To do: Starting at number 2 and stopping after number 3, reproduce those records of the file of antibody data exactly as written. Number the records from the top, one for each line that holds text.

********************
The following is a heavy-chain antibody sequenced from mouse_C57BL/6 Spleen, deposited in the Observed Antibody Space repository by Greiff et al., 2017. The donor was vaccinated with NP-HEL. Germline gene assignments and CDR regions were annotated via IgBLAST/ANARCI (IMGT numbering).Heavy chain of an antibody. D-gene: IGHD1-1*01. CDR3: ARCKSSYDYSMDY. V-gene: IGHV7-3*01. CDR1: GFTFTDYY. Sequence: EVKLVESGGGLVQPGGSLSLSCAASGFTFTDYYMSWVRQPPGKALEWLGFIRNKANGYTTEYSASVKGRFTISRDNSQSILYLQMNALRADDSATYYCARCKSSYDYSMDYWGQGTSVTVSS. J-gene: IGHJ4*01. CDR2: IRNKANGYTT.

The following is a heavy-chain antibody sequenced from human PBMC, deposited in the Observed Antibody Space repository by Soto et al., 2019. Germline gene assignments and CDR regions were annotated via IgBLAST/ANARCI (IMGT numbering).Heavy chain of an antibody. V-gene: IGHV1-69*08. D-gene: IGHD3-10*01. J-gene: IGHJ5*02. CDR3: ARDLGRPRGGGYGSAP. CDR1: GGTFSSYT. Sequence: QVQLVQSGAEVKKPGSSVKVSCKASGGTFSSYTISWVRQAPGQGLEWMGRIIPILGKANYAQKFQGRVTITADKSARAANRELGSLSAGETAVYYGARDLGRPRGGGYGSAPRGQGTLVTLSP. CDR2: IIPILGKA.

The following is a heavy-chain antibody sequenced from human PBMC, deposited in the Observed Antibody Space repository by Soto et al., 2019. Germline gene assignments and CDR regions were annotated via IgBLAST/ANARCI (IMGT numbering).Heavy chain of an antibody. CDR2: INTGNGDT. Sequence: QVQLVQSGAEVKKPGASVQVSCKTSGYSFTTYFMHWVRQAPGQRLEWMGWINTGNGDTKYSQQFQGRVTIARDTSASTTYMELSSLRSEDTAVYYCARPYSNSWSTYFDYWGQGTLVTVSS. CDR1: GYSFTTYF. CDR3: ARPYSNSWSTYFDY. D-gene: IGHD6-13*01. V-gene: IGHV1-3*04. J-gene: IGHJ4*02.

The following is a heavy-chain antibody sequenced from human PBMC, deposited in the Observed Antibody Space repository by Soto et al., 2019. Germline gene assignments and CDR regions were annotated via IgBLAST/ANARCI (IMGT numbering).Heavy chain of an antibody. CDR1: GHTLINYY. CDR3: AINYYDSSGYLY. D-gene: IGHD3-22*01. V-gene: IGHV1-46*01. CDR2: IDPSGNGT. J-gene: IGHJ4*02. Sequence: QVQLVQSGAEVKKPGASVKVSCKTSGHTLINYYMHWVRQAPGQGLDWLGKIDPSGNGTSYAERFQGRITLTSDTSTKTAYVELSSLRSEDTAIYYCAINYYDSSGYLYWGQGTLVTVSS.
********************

The following is a heavy-chain antibody sequenced from human PBMC, deposited in the Observed Antibody Space repository by Soto et al., 2019. Germline gene assignments and CDR regions were annotated via IgBLAST/ANARCI (IMGT numbering).Heavy chain of an antibody. V-gene: IGHV1-69*08. D-gene: IGHD3-10*01. J-gene: IGHJ5*02. CDR3: ARDLGRPRGGGYGSAP. CDR1: GGTFSSYT. Sequence: QVQLVQSGAEVKKPGSSVKVSCKASGGTFSSYTISWVRQAPGQGLEWMGRIIPILGKANYAQKFQGRVTITADKSARAANRELGSLSAGETAVYYGARDLGRPRGGGYGSAPRGQGTLVTLSP. CDR2: IIPILGKA.

The following is a heavy-chain antibody sequenced from human PBMC, deposited in the Observed Antibody Space repository by Soto et al., 2019. Germline gene assignments and CDR regions were annotated via IgBLAST/ANARCI (IMGT numbering).Heavy chain of an antibody. CDR2: INTGNGDT. Sequence: QVQLVQSGAEVKKPGASVQVSCKTSGYSFTTYFMHWVRQAPGQRLEWMGWINTGNGDTKYSQQFQGRVTIARDTSASTTYMELSSLRSEDTAVYYCARPYSNSWSTYFDYWGQGTLVTVSS. CDR1: GYSFTTYF. CDR3: ARPYSNSWSTYFDY. D-gene: IGHD6-13*01. V-gene: IGHV1-3*04. J-gene: IGHJ4*02.